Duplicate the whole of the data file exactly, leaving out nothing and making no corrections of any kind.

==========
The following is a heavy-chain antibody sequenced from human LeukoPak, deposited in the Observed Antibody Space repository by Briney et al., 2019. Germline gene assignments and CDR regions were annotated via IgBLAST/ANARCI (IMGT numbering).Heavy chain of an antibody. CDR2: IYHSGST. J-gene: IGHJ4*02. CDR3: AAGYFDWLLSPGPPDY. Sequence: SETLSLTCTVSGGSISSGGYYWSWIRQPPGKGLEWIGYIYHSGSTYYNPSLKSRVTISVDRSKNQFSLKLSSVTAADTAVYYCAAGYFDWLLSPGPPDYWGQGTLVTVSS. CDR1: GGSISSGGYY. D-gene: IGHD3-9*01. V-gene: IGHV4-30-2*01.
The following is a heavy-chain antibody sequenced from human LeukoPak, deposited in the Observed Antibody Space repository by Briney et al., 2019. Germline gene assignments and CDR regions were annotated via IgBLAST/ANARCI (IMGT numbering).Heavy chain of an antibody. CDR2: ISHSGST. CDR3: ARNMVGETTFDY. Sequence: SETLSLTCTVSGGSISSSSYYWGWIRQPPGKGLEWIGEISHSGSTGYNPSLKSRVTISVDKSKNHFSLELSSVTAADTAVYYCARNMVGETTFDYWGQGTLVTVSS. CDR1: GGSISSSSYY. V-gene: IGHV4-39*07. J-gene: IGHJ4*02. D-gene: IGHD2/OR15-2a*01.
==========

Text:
The following is a heavy-chain antibody sequenced from human LeukoPak, deposited in the Observed Antibody Space repository by Briney et al., 2019. Germline gene assignments and CDR regions were annotated via IgBLAST/ANARCI (IMGT numbering).Heavy chain of an antibody. CDR2: IYHSGST. J-gene: IGHJ4*02. CDR3: AAGYFDWLLSPGPPDY. Sequence: SETLSLTCTVSGGSISSGGYYWSWIRQPPGKGLEWIGYIYHSGSTYYNPSLKSRVTISVDRSKNQFSLKLSSVTAADTAVYYCAAGYFDWLLSPGPPDYWGQGTLVTVSS. CDR1: GGSISSGGYY. D-gene: IGHD3-9*01. V-gene: IGHV4-30-2*01.
The following is a heavy-chain antibody sequenced from human LeukoPak, deposited in the Observed Antibody Space repository by Briney et al., 2019. Germline gene assignments and CDR regions were annotated via IgBLAST/ANARCI (IMGT numbering).Heavy chain of an antibody. CDR2: ISHSGST. CDR3: ARNMVGETTFDY. Sequence: SETLSLTCTVSGGSISSSSYYWGWIRQPPGKGLEWIGEISHSGSTGYNPSLKSRVTISVDKSKNHFSLELSSVTAADTAVYYCARNMVGETTFDYWGQGTLVTVSS. CDR1: GGSISSSSYY. V-gene: IGHV4-39*07. J-gene: IGHJ4*02. D-gene: IGHD2/OR15-2a*01.